‘Look out! Stop!’
Margaret didn’t look. She didn’t stop until she was pushed into a doorway. ‘What–?’ was all she had time to say before her body slammed into the door. With the wind knocked out of her, Margaret gasped for breath. She struggled beneath the body of a man twice her size until she found a pocket of air, and inhaled deeply. A combination of sweat and brick dust filled her nostrils. Her mouth snatched for air and she began to choke. Her captor didn’t relax his grip. He held her tightly as tiles from the roof of the once quaint Jardin Café on Maiden Lane, in London’s Covent Garden, crashed onto the pavement where Margaret had been standing seconds before.
The cracking, splintering sound of snapping slates gave way to a heavier, duller sound like rolling thunder. With a vice-like grip, the man shielding Margaret took hold of her wrist and threw himself at the door they were leaning on. The door groaned, and the wood splintered at the side of the antiquated brass keyhole, but it didn’t give way. Still holding her, the man lunged again. This time there was a loud crack and the lock buckled beneath his powerful body. The door burst open, propelling Margaret through its gaping entrance as the chimney from the café’s roof crashed to the ground, missing them by inches.
Frightened for her life, Margaret stumbled into the darkness, lost her footing, and slid bottom-first down a flight of stone steps. The strap on her handbag snapped and the bag flew through the air, scattering its contents over the ancient flagstones. With the cardboard box of her gas mask digging into her ribs, Margaret came to a halt beneath a huge wooden cross.
Dazed and bruised, she looked around. She could see by the beam of daylight shining into the small vestibule that she was in the entrance of a church. She could hardly believe her eyes. She had walked down Maiden Lane a dozen times before; she’d had tea in the café, bought postcards from the bookshop opposite to send home, but she had never seen a church. Now she was sitting at the bottom of a flight of steps looking up at a soulful figure of Jesus on the Cross.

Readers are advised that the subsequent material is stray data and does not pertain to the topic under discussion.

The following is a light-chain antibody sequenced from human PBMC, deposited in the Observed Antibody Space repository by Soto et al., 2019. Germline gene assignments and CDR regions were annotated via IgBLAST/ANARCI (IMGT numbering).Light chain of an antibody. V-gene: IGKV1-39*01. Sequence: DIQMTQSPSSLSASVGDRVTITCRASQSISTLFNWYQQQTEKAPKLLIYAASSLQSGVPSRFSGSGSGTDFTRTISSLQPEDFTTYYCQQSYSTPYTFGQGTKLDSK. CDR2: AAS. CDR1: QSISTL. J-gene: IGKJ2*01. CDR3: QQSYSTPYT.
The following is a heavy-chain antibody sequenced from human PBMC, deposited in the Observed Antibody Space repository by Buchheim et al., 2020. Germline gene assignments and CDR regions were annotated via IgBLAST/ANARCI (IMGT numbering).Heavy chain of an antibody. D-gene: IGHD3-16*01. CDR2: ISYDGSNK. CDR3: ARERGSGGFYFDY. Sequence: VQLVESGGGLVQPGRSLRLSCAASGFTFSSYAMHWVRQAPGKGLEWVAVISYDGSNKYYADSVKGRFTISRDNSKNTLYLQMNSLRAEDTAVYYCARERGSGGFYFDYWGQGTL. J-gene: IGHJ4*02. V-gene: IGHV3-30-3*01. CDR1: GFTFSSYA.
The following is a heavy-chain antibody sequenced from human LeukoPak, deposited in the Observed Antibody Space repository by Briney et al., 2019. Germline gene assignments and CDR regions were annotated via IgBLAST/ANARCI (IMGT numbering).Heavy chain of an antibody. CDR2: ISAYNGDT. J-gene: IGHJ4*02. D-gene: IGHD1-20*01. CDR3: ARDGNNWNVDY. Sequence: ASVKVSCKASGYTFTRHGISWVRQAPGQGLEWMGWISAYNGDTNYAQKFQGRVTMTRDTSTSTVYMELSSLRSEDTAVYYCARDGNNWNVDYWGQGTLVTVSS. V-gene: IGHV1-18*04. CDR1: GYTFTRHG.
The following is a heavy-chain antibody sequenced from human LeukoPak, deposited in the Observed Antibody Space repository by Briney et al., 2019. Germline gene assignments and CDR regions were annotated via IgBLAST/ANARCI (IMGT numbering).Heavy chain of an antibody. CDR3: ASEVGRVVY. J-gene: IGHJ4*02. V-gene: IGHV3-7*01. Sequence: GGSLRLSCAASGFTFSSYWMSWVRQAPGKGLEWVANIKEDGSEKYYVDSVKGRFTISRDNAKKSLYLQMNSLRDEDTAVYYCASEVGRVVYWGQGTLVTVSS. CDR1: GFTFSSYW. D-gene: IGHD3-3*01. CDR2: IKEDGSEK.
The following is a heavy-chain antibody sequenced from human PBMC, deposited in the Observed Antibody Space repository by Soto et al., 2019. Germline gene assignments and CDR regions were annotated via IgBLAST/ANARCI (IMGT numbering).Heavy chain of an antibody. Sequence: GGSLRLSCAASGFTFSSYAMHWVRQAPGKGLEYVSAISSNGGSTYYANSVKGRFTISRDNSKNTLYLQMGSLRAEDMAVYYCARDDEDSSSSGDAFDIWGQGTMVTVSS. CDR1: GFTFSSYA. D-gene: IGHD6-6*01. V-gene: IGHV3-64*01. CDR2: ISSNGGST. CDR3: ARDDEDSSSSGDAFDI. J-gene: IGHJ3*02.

‘Have you had enough of life, young woman?’ the burly workman bellowed from inside the door at the top of the steps.
‘What do you mean?’ Margaret said, coughing and spluttering.
‘That was a bloody stupid thing to do.’
‘You’re the stupid one, for pushing me down these stairs. I could have broken my neck.’ She put her hand up to shield her eyes and peered at him through swirling brick dust.
‘Didn’t you see that bloody great big sign sayin’ No Entry?’
‘I didn’t have time to look.’ Margaret put on her best voice, emphasising the aitch in have. ‘I was on my way to a very important job interview and didn’t want to be late,’ she said, in an attempt to justify her stupidity while biting back her tears.
‘You could’ve been killed, never mind late!’ the man hollered, and he stormed off.
‘I’m sorry!’ Margaret shouted after him, but he had gone. She could have been killed, and so could he. The workman had put his life at risk to save her and she hadn’t even thanked him. As the reality of the danger she’d put them both in hit her, tears welled up in her eyes. She looked up at the figure of Jesus on the Cross. Engraved above his head were the letters INRI – Jesus of Nazareth, King of the Jews. At his feet was a brass plaque with the words Welcome to the Church of St. Saviour. Margaret burst into tears.
On grazed hands and knees, Margaret picked up her comb, lipstick and powder compact, which now had a cracked mirror and was covered in brick dust. Returning them to her handbag, she sat back on her heels and looked at her hands. How can I go to a job interview looking like this? she thought. But if I don’t go, the builder who saved my life would have risked his life for nothing. And what would Anton Goldman say? I’ve pestered him to get me the interview for more than six months.
‘Anyone would think you don’t want this job in the theatre,’ she said to herself. She did want it. She wanted it badly. Getting a job as an usherette was only the beginning. One day she was going to be an actress and sing and dance in a West End show. It was what she had dreamed of all her life. She was going to be famous and she wasn’t going to let a bit of muck, or a few cuts and bruises, stop her.